The Impact of Technology from 1700 to the Present Day
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 A basic introduction to how technology has transformed human society and the earth. ``Technology is the study of human techniques for making and doing things,'' opens Buchanan (History of Technology/Univ. of Bath), setting the flat, factual tone for what is to follow. His main contention, of no originality, is that the ``technological revolution'' is a process, still accelerating, that has allowed Western civilization to dominate the world. The West succeeded where other advanced cultures (Islamic, Chinese, etc.) failed because only in Europe and America did first-rate inventors (or adapters, since Buchanan points out that many inventions-- gunpowder, compass--came from China) labor in a society with the material means to harness and spread their wares. Buchanan provides a suitable history of technology, covering several basic areas: transportation; communication; infrastructures (bridges, roads, etc.); energy production (he sees a natural evolution from the steam engine to nuclear power plants, although he acknowledges the latter's problems); and energy application (from agriculture to textiles). Slightly more colorful, but still mostly by-the-numbers, is his discussion of technology and politics; Buchanan notes that free societies (England, America) provide the best climate for invention and that new technology usually serves the interests of the state. Buchanan worries about technological ``dilemmas''- -overpopulation, nuclear war, pollution--but believes that ``by asserting control and direction,'' all will be well. In a last chapter clumsy with enthusiasm, he declares that the future of technology lies in the stars (``it is the destiny of mankind to explore the universe'')--providing, of course, that we ``learn to select the valid from the invalid.'' A decent history, but about as exciting as watching a turbine do its thing. (Forty b&w photos, 13 line illustrations.)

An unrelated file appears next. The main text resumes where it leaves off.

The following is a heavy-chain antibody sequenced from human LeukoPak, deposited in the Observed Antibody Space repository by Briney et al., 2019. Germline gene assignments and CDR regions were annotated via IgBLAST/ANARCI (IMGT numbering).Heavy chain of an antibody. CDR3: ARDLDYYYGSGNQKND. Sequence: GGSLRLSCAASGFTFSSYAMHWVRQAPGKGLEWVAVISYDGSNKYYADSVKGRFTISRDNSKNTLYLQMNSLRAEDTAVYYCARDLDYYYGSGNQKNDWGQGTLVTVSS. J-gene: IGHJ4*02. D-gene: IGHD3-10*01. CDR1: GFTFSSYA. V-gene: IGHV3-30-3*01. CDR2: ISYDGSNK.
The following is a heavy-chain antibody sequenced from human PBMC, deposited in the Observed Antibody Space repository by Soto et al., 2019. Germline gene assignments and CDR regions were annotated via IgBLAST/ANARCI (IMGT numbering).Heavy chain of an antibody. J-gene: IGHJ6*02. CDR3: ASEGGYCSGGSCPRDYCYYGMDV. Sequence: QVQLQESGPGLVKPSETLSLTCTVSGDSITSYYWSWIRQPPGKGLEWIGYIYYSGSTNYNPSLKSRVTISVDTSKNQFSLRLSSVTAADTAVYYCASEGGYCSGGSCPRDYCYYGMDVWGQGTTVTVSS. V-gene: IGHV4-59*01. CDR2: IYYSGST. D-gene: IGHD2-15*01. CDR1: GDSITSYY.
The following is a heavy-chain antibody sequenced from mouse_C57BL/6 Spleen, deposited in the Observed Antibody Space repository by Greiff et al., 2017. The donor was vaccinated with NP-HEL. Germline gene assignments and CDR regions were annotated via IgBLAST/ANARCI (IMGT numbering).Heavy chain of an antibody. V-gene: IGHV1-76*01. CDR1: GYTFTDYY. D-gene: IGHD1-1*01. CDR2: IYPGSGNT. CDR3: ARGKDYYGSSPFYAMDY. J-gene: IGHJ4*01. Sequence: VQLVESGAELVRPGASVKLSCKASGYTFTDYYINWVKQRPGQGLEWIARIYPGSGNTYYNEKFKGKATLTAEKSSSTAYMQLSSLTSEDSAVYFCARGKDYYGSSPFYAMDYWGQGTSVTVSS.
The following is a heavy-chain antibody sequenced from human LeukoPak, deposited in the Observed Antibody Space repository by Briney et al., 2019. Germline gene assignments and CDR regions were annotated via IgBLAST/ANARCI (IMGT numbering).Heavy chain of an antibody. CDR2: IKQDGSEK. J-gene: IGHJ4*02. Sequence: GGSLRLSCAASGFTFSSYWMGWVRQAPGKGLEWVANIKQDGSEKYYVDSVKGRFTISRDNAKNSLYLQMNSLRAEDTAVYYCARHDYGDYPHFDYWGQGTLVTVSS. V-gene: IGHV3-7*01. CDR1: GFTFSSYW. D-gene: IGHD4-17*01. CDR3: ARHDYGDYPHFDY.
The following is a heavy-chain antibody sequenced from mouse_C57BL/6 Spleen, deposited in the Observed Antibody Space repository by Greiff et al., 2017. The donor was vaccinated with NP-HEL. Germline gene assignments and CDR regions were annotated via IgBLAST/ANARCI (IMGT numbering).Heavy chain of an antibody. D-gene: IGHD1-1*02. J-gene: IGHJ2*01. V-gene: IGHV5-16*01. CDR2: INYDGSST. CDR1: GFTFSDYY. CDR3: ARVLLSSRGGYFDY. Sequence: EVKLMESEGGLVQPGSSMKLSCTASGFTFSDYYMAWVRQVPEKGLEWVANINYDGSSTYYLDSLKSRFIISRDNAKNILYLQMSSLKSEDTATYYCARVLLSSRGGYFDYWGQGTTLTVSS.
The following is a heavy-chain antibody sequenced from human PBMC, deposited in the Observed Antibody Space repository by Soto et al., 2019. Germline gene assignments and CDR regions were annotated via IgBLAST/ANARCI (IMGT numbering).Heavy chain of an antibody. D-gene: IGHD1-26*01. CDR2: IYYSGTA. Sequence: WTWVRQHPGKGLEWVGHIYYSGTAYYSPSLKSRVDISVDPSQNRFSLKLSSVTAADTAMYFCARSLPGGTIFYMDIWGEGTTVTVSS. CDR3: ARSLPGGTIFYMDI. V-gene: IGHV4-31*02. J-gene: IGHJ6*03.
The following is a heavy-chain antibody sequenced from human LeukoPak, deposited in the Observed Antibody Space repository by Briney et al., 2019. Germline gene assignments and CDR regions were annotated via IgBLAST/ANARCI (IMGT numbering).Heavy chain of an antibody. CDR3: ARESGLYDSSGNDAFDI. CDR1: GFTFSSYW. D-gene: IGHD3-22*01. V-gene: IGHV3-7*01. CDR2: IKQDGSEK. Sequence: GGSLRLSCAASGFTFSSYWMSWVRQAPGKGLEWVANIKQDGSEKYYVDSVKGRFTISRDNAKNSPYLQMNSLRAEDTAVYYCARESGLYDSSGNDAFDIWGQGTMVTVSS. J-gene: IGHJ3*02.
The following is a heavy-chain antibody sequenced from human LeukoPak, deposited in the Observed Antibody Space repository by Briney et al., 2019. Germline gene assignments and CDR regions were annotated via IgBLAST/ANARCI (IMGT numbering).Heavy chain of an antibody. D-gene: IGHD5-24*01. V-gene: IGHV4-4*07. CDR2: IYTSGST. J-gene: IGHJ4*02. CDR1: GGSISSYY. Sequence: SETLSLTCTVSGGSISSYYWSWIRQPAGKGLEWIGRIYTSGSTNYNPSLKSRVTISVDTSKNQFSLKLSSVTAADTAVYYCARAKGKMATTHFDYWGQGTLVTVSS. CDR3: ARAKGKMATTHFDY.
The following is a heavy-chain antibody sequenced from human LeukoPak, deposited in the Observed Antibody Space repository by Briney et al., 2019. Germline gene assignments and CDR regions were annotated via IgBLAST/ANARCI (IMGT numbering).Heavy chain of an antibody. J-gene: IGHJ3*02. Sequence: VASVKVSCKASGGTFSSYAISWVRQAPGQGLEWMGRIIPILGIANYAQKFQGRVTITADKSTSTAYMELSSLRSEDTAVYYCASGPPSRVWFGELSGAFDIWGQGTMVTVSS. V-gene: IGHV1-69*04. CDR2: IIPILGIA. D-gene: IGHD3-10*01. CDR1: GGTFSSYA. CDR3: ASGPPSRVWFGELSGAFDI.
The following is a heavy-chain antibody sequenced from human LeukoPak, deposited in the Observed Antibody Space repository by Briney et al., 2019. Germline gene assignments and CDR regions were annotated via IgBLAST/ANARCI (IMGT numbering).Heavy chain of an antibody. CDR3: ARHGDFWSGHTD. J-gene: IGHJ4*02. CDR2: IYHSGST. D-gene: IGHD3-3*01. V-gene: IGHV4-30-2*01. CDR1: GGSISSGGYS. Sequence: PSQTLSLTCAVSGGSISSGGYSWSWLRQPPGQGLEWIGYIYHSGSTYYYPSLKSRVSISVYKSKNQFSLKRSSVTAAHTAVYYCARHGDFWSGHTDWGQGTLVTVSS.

Pub Date: Jan. 1st, 1993
ISBN: 0-670-83656-7
Page count: 344pp
Publisher: Viking
Review Posted Online:
Kirkus Reviews Issue: Nov. 1st, 1992